Seattle Says Goodbye To A Disgusting Tourist Attraction: The Gum Wall
AUDIE CORNISH, HOST:
Seattle's famous Gum Wall is getting deep-cleaned this week. Located in an alley outside a theatre at Pike Place Market, people have been sticking their chewing gum there since the early 1990s. Now, from far away, the brick looks like it's covered in colorful splats of paint. Up close, it's gross. Joshua McNichols of member station KUOW reports.
JOSHUA MCNICHOLS, BYLINE: Early in the morning, contractors arrive at the Gum Wall with their equipment. They wear heavy raincoats. They connect hoses to a propane-powered water heater. People have been saying goodbye to the Gum Wall since the cleanup was announced last month. Kristin Powers flew into Seattle from Boston. She came straight from the airport to the Gum Wall.
KRISTIN POWERS: Just, like, looking at it gives me, like, the heebie-jeebies, but I'm kind of glad that I got to see it before they steam clean it and it all comes melting down. Like, that's so gross (laughter).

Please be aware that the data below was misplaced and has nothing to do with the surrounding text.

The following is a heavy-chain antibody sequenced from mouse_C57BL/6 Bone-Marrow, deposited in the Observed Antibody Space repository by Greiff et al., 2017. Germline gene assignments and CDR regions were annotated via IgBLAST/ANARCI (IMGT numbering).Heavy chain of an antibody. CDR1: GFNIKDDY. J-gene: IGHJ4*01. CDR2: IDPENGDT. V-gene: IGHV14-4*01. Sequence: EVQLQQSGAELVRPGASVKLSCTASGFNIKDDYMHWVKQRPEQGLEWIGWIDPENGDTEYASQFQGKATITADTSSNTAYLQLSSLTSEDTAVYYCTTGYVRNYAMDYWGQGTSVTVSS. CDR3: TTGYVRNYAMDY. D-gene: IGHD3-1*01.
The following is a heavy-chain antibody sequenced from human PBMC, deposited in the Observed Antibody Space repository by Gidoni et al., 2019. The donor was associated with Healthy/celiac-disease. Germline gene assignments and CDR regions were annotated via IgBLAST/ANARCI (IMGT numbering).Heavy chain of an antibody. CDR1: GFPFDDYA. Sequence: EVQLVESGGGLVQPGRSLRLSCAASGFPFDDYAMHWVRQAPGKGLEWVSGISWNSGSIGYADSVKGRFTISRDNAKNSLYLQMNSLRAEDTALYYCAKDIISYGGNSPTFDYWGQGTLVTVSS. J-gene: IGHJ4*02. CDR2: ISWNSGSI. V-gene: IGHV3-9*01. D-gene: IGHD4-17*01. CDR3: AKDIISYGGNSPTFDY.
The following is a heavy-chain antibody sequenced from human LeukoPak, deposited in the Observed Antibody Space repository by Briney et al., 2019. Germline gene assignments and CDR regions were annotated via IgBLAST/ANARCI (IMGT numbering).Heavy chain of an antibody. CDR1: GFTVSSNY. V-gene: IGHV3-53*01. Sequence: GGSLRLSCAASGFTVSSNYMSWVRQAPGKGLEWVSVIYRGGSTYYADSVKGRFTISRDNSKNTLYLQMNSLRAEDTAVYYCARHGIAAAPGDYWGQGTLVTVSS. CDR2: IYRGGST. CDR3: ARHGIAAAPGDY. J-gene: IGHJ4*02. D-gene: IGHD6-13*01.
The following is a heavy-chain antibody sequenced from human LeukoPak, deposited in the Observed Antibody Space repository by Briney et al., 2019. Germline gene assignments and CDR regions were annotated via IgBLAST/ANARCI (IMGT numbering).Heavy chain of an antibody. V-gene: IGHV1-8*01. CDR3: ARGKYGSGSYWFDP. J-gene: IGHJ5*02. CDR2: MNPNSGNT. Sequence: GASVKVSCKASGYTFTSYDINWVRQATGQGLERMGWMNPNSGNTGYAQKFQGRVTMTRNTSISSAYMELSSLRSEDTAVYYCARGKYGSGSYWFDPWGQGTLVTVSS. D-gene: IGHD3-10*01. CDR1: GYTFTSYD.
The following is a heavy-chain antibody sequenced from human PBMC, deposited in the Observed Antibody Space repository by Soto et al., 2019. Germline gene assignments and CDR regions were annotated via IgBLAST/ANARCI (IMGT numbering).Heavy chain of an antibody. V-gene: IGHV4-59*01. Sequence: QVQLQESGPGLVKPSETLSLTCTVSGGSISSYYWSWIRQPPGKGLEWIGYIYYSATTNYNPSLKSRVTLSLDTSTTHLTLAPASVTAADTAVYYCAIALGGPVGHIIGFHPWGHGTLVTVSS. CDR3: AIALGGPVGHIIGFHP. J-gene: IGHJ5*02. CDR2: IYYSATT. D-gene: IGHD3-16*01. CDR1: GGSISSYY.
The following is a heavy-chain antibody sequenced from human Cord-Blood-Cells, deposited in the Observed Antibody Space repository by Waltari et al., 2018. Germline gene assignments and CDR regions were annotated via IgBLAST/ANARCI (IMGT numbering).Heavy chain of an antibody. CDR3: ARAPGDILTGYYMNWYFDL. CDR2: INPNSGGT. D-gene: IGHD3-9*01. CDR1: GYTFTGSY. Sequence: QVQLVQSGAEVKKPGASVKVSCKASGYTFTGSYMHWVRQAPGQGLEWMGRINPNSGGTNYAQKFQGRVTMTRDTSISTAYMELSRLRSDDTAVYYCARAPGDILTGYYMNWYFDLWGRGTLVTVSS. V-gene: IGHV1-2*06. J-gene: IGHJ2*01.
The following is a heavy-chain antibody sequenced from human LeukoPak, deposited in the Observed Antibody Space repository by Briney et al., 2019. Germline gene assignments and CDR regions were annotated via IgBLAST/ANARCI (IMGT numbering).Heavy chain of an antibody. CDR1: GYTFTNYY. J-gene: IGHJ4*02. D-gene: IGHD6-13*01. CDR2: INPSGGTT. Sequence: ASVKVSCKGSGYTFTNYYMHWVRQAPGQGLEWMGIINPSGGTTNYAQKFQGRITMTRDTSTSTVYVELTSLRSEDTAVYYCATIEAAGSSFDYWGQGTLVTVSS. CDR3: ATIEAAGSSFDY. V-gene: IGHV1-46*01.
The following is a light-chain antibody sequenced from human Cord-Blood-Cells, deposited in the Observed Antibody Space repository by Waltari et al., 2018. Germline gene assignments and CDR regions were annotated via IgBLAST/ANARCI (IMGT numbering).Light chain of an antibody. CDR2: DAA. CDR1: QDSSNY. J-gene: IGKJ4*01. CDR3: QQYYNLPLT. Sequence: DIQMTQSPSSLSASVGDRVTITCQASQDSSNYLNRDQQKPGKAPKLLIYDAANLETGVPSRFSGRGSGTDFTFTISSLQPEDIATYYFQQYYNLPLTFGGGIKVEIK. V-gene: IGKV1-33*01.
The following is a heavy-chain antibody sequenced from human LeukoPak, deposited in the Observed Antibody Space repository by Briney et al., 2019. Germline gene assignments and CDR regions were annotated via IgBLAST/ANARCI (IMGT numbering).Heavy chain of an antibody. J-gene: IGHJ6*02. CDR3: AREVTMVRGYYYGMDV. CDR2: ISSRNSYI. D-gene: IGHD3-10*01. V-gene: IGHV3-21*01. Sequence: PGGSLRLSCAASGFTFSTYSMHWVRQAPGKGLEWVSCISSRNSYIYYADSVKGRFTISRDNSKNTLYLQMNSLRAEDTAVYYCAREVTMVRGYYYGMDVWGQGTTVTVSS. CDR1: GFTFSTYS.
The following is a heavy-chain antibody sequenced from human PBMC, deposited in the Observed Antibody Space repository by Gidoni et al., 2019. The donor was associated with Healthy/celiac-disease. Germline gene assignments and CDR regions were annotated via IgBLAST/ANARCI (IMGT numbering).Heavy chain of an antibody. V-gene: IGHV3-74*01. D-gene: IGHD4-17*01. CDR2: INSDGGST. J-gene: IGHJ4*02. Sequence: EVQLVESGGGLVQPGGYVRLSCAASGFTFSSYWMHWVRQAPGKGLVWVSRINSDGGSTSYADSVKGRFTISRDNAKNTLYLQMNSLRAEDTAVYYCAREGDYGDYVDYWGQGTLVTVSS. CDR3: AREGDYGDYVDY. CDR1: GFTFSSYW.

MCNICHOLS: Visitors work up their courage and press their gum into the gooey mass.
UNIDENTIFIED MAN: All right, on the count of three - one, two, three.
MCNICHOLS: Beth Melton and hear beau came from Illinois. They took turns carefully pushing their gum into a shape.
BETH MELTON: I made the heart, and then he decided to put the arrow through it. So it's both our gum.
MCNICHOLS: The Gum Wall has taken over the entire alley. Emily Crawford, who works for Pike Place Market, has a window that looks out on the alley. She keeps it closed.
EMILY CRAWFORD: Especially when it gets really hot and humid. You can imagine the wave of the scent of the spearmint and the bubblegum, the Bubblicious.
MCNICHOLS: Crawford says she loves the spirit of the Gum Wall, but people are tracking gum into businesses on their clothes, on their shoes. That's why the contractors are here now with their equipment, attacking the Gum Wall with hot steam. Passerby Miller Carteeni watches the hot wads of gum fall onto a piece of sheet metal.
MILLER CARTEENI: It's amazing. It seems to be coming off fairly easy.
MCNICHOLS: After it's all gone, the air outside Emily Crawford's window will smells better for a while but not forever.
CRAWFORD: I know that there are folks out there who are counting down the hours and have their gum ready and, as soon as the cleaners are gone or maybe while the cleaners are there, are going to be trying to put gum back on the wall.
MCNICHOLS: Crawford says the market will not stand in the way of rebels like that. The Gum Wall will rise again. For NPR News, I'm Joshua McNichols in Seattle. Transcript provided by NPR, Copyright NPR.